What a beautiful story!
Can you tell us what a Storyboard Artist does?


Preproduction is where things get real for the first time and is great, to me, because you can play with a bunch of different aspects together. As a storyboard artist, you work in this phase and basically translate the script into drawings, so from words to images.
To do this, you need to know about acting, figure drawing, perspective, cinematography.. playing with lights in a scene is also really important if, for example, you're showing a particular moment rich of emotion or a moment that someway has to be underlined. You have to understand what the script really says and have to start imagining what's going on, then put it down on paper (or PS layers). This also includes other ideas (extra-script) that you came up with and that you will pitch later, like adding gags and reactions, giving it a certain energy that maybe not be described in the script. 
You also have to be extremely flexible, giving more (and more, and more, and more...) versions of the same sequence if required without getting crazy or depressed (just joking:). You have to take notes and modify what has to be changed. Be able to listen to directors and their ideas of the show and as said before, you have to be able to pitch your own ideas! 
Everything comes with time and experience (I'm talking to myself here!) and it's not only about drawing, but also about patience and the willingness to do what's best for the project.
So in the end, a story artist is in charge to give the first visual breath of life to a story, which as a thought to keep in mind, pays you back for all the sequences they cut you.



Can you use your own style of drawing or is there a certain in-house style of story boarding?


I'm quite free to use my own style in terms of drawing but of course you have to stay close to the models, their proportions on the screen and the right amount of energy to give to a scene that has to hook up to what's before and after in the movie. What has helped me to get to know the style, if there's any, was watching at other story artists work on the project. Comparing styles and ways of solving scenes is always a good thing that gives you the chance to get inspired and learn something.


Have you done 2D or 3D animations yourself? Or are you planning to make some?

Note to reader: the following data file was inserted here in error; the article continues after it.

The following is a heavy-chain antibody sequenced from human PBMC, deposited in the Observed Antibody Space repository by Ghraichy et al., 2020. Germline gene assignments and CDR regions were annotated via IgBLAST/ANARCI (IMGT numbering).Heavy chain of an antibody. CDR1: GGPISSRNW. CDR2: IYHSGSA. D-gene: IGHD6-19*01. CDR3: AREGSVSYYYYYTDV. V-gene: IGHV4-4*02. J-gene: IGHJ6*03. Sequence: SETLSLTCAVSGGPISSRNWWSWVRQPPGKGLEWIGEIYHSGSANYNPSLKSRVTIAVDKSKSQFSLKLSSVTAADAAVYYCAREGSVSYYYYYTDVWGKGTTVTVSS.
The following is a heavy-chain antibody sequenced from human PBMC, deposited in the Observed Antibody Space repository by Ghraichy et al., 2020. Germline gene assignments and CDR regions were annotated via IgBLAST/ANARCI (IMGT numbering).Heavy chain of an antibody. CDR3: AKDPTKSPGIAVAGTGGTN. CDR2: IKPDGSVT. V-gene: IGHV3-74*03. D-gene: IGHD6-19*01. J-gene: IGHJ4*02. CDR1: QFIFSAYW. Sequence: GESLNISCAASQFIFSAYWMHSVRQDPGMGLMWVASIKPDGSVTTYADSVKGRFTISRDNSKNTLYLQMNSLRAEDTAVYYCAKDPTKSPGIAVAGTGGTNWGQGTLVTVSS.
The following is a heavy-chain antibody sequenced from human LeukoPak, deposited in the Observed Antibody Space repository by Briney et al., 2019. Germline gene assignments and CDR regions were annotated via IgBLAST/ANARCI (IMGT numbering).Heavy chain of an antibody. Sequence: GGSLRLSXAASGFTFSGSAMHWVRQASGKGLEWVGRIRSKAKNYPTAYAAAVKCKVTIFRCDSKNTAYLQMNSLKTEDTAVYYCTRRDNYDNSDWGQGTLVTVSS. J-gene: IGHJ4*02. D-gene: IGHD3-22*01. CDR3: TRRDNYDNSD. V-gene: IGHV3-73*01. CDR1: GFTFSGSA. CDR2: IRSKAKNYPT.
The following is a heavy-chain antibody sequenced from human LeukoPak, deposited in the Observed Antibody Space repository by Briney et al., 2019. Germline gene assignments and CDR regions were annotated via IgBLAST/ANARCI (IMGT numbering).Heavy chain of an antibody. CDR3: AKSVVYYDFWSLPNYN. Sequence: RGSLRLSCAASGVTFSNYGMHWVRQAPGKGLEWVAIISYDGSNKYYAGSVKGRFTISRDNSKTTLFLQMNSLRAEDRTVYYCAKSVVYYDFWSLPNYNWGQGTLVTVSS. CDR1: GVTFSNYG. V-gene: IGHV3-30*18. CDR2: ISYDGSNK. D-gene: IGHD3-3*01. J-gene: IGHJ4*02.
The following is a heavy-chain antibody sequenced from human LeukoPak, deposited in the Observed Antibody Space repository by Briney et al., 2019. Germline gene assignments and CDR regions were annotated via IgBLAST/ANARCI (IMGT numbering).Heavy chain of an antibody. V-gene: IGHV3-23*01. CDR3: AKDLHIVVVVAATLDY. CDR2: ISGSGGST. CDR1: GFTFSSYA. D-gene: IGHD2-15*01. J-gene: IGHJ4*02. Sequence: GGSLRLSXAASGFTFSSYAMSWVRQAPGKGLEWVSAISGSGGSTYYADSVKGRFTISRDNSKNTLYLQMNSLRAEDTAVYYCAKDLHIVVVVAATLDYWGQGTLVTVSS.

I did 2d animation especially when I was at the art school, but I find animation always fun to experiment. 
I need some free-time to animate tho, so it's often hard to start something and finish it
But from time to time I try.










Looking for the best 3D Animation schools? For more information about AnimSchool and our online animation programs, visit us at www.animschool.com


Do you have any tips for applying for a job at a main studio, such as Sony Pictures? In respect of demo reel or presentation, where to present your work ( like a website or Social Media)?


You've got to prepare a good porfolio/demoreel for sure- first things you show should be your best, so that they want to see more - then distribute the other good things in the middle and at the end to maintain a high level of interest and attention. Then with your super product in your backpack, you should travel a bit around animation exhibitions all over Europe and USA (to mention two of the most relevant, Annecy and CTNExpo), and book an interview (or just wait in line for your turn) with your favorite studios who have a stand there. Even if nothing relevant happens from the first round (in terms of hiring), you surely got to know many incredible artists and you have a crazy experience to share.
I didn't know anything about all this when I started, but it might be a tip. 
I think that having an account, a social platform or a website and keeping it updated, makes a big difference nowadays. Everyone can see your work this way (and maybe even wants to hire you!). This way you can get in touch with the best artists, knowing them for example from what they do and draw or paint in their spare time. 
You're able to show what you've worked on. And it's also a good way to compare your work to other artist's work. 
It makes you improve your skills and motivates you to always do better. You can learn every day from each single artist. That's what Instagram has given me and still does. 


Being part of a major production company, how does that affect your artistic creativity?


As an inspiration. To be at my best, all the time. Honestly, I've always tried to give all I've got in every work I've done. I always give all of my heart and use everything that I have learned to every new production I've joined. I think this has helped me a lot, because this way your attention goes to everything and this makes you improve. Doesn't matter how big and famous the production you're working for is, if you love what you're doing you'll always give all you've got. 
I'm really passionate about working for Sony Pictures Animation.